08/06/18Big changes over at Facebook: How will it affect advisers and planners who advertise on there?
Unfortunately for advisers and planners who use Facebook advertising, Facebook’s Partner Categories are in the process of being removed. All offline demographic and behavioural information, such as home ownership and purchase history, will be axed within the next month.
The only thing left under the category of ‘financial’ for the UK is ‘Pet Insurance: Cat’ and ‘Pet Insurance: Dog’.
As you may have guessed, this new change is indeed a response to the Cambridge Analytica scandal.
What are Partner Categories?
Admittedly, for advisers and planners who use Facebook advertising, Partner Categories were extremely useful: allowing us, as advertisers, to target certain demographics easily and effectively.
For example, you could previously target people who had a certain level of wealth, an ISA or a personal pension; all facts which were based on empirical data. This data, which Facebook previously acquired through companies such Experian, Acxiom and Oracle Data Cloud, will now no longer be available for advertisers.
As a Facebook user, you might be breathing a sigh of relief.
As an adviser or planner who uses Facebook advertising to acquire new leads, this might cause some initial concern.
If we can’t target using wealth demographics, is there any point in advisers and planners continuing to use Facebook advertising at all?
So, what now?
As with all social media advertising in general, changes such as this usually require nothing more than a little creative thinking.
Those people in your target market absolutely have other statistical characteristics that are still accessible.
There are still many valuable demographics, interests and behaviours you can target:
- Age. For financial advisers and planners, the age demographic is perhaps still the most valuable of all. Most people between the ages of 55 and 65 will thinking about the next stage of life and transitioning into retirement.
- Location. If you’re an adviser or planner who works within a local radius, this targeting function is invaluable. These are the people on your doorstep, after all. Combine a location (ideally no larger than 25km) with a defined age bracket, and something as simple as that may well be enough to engage the right people.
- The Facebook Pixel. This little piece of code is a godsend for advisers and planners who use Facebook advertising. You simply add your Pixel code to your website, which then tracks the people who visit your website and are active on Facebook; allowing you to remarket to them with ads. Those people who got distracted whilst browsing your site don’t have to be lost forever.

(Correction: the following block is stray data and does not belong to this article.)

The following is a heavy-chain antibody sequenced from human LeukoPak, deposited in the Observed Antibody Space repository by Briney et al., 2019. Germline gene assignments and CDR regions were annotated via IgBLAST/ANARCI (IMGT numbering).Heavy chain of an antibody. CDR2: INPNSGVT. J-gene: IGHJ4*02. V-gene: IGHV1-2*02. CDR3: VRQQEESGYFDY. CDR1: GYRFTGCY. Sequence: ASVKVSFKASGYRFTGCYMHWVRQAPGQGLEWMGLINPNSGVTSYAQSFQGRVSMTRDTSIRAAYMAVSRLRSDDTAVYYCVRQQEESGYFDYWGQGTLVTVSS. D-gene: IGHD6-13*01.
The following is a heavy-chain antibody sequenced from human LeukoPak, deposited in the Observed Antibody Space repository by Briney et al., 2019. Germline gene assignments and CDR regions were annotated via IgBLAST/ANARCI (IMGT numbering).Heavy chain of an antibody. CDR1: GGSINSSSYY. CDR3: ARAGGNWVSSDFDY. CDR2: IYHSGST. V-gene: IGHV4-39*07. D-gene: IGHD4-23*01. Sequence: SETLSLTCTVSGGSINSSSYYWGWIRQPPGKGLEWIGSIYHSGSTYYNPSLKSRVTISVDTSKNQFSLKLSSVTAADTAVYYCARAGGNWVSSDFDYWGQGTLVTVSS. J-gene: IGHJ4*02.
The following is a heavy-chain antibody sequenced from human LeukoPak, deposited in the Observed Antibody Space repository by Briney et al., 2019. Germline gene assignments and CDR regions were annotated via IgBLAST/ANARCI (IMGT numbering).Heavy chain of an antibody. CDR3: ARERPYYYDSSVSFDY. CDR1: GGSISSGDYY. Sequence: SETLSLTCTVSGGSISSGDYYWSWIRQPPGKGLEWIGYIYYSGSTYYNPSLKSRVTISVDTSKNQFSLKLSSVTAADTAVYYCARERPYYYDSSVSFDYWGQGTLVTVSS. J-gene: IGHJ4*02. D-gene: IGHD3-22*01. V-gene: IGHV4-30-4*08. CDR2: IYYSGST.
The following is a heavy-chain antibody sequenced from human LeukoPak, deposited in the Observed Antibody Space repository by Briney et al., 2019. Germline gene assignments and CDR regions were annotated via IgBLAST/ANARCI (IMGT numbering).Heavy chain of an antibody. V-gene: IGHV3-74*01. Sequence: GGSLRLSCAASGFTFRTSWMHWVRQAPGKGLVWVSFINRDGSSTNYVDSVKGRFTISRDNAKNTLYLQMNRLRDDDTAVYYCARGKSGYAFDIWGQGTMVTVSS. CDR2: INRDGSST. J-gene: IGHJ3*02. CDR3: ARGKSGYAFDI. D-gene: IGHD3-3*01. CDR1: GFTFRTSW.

- Detailed targeting. Whilst Partner Categories may be gone, there are still valuable demographics and interests that you can utilise in your advertising. These include:
- Industry: If you’re looking to target the wealthy, you could select the industries that are typically related to higher earners, such as ‘business and finance’ and ‘legal services’. Of course, there is a little bit of assumption involved here, so refine this targeting with other categories.
- Parents: Targeting parents (who are helpfully defined by the child’s age, up to teenagers) is still available, which is useful if you’re trying to reach families.
- Personal interests: If you find your clients typically have some common interests, experiment with these. Whether it’s golf or gardening, cruising or camping, it can most likely be targeted.
- Financial interests: The fact remains that ‘personal pension scheme’, ‘retirement’ and ‘pension fund’ are all still targetable interests; though not data-based, they are interests that have been calculated through Facebook users’ interactions with other adverts, pages and links. Whilst they are a little broad, when combined with other targeting categories they will definitely help you reach the right people.
It’s worth noting that none of these targeting categories will work alone: targeting all the 55-65-year olds in London who like golf simply won’t be effective. It’s all about layering and refining your selection until you have a healthy audience size that isn’t too broad. Facebook helpfully displays your potential audience reach as you build your ads.
The end of Partner Categories isn’t the end of Facebook advertising for financial advisers and planners. Sure, you can’t target those who have £75k of annual income, but you can use logical alternatives to build a targeting profile that captures them regardless.
To finish, here are my top three tips for getting the best from your Facebook ads:
- Know your audience. Are they typically married or single? What sort of professions do they have? What do they like to do in their spare time? Only once you know your clients’ habits, interests and demographic profile can you target them effectively.
- Refine, refine, refine. It’s no use trying to target everything and everyone in one advert: people within a 20km of your location who work in the fields of either law or business who have teenage children or toddlers who like golf or travelling and… you get the picture. If you want to target different types of people, use the ‘refine’ function or just create separate ads.
- Review and adjust. It’s no use turning your ads on and leaving them to run. Review them after a week or so: check out the cost per click as well as the types of people who are engaging and adjust your targeting accordingly.
Update: The lack of Partner Categories has by no means impacted the Facebook campaigns we are currently running for our clients. In fact, using ‘interest’-based categories instead of data-based categories have axed cost per lead dramatically. We’re currently achieving less than £1 per lead for some of our clients. Result!